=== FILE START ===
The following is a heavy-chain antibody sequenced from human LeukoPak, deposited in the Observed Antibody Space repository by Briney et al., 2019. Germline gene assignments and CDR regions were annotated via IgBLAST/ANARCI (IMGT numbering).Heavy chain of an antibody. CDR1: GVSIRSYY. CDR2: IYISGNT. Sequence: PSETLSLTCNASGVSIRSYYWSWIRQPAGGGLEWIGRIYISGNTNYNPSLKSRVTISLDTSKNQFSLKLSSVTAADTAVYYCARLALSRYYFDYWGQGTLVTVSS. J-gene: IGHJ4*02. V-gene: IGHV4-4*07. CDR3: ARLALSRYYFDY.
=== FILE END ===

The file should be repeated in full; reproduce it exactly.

The following is a heavy-chain antibody sequenced from human LeukoPak, deposited in the Observed Antibody Space repository by Briney et al., 2019. Germline gene assignments and CDR regions were annotated via IgBLAST/ANARCI (IMGT numbering).Heavy chain of an antibody. CDR1: GVSIRSYY. CDR2: IYISGNT. Sequence: PSETLSLTCNASGVSIRSYYWSWIRQPAGGGLEWIGRIYISGNTNYNPSLKSRVTISLDTSKNQFSLKLSSVTAADTAVYYCARLALSRYYFDYWGQGTLVTVSS. J-gene: IGHJ4*02. V-gene: IGHV4-4*07. CDR3: ARLALSRYYFDY.